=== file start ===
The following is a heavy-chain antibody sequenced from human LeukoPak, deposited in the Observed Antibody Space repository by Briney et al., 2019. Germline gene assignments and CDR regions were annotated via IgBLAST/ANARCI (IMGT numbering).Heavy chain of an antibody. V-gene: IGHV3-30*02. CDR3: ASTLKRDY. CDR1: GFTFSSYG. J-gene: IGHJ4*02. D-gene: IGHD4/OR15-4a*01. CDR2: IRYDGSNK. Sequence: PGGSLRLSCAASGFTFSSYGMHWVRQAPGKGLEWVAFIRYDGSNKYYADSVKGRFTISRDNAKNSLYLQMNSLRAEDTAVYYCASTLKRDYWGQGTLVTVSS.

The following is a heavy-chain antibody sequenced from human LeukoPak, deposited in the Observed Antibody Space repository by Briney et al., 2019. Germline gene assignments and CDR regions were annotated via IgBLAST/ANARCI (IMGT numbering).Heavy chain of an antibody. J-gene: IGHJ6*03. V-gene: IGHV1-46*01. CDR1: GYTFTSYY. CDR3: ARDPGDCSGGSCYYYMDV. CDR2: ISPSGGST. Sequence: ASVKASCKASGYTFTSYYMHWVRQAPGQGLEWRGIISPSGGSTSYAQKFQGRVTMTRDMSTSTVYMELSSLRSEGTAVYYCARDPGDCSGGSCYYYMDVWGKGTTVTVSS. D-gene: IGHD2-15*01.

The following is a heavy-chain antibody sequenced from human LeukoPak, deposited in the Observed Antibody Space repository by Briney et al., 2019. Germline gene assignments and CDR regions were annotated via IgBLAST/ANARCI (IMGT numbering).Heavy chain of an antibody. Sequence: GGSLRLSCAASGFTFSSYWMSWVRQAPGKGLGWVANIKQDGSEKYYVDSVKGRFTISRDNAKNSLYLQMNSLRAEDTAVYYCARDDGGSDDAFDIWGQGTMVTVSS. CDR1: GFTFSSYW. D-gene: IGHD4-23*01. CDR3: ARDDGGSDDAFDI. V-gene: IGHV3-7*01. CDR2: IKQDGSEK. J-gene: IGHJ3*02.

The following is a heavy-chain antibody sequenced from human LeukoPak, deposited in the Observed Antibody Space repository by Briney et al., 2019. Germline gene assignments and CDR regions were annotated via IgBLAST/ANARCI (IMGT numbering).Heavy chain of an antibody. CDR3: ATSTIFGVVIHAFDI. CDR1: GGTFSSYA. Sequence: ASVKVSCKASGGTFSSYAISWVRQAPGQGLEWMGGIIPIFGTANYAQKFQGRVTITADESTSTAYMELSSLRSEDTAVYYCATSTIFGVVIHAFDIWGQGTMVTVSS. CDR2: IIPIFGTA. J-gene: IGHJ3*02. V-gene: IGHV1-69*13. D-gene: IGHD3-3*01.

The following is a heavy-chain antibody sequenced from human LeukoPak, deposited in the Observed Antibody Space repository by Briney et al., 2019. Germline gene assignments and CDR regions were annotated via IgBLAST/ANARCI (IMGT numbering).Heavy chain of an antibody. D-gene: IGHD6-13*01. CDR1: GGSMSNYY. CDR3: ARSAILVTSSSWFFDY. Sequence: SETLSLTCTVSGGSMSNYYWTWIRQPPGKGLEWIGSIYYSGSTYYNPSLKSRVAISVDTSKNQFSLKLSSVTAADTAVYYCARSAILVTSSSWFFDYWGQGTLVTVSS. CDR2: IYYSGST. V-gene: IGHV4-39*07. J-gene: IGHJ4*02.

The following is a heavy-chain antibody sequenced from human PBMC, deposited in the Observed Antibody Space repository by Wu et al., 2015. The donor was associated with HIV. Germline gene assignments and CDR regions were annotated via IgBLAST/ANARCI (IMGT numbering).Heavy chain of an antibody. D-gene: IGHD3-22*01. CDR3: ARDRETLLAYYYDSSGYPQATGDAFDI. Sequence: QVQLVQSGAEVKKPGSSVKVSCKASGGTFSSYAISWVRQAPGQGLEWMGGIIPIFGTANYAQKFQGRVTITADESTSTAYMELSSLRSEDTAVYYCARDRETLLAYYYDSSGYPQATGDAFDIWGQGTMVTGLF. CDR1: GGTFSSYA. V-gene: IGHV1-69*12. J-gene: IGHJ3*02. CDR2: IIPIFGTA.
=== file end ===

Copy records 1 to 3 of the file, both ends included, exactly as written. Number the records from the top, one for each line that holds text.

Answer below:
The following is a heavy-chain antibody sequenced from human LeukoPak, deposited in the Observed Antibody Space repository by Briney et al., 2019. Germline gene assignments and CDR regions were annotated via IgBLAST/ANARCI (IMGT numbering).Heavy chain of an antibody. V-gene: IGHV3-30*02. CDR3: ASTLKRDY. CDR1: GFTFSSYG. J-gene: IGHJ4*02. D-gene: IGHD4/OR15-4a*01. CDR2: IRYDGSNK. Sequence: PGGSLRLSCAASGFTFSSYGMHWVRQAPGKGLEWVAFIRYDGSNKYYADSVKGRFTISRDNAKNSLYLQMNSLRAEDTAVYYCASTLKRDYWGQGTLVTVSS.

The following is a heavy-chain antibody sequenced from human LeukoPak, deposited in the Observed Antibody Space repository by Briney et al., 2019. Germline gene assignments and CDR regions were annotated via IgBLAST/ANARCI (IMGT numbering).Heavy chain of an antibody. J-gene: IGHJ6*03. V-gene: IGHV1-46*01. CDR1: GYTFTSYY. CDR3: ARDPGDCSGGSCYYYMDV. CDR2: ISPSGGST. Sequence: ASVKASCKASGYTFTSYYMHWVRQAPGQGLEWRGIISPSGGSTSYAQKFQGRVTMTRDMSTSTVYMELSSLRSEGTAVYYCARDPGDCSGGSCYYYMDVWGKGTTVTVSS. D-gene: IGHD2-15*01.

The following is a heavy-chain antibody sequenced from human LeukoPak, deposited in the Observed Antibody Space repository by Briney et al., 2019. Germline gene assignments and CDR regions were annotated via IgBLAST/ANARCI (IMGT numbering).Heavy chain of an antibody. Sequence: GGSLRLSCAASGFTFSSYWMSWVRQAPGKGLGWVANIKQDGSEKYYVDSVKGRFTISRDNAKNSLYLQMNSLRAEDTAVYYCARDDGGSDDAFDIWGQGTMVTVSS. CDR1: GFTFSSYW. D-gene: IGHD4-23*01. CDR3: ARDDGGSDDAFDI. V-gene: IGHV3-7*01. CDR2: IKQDGSEK. J-gene: IGHJ3*02.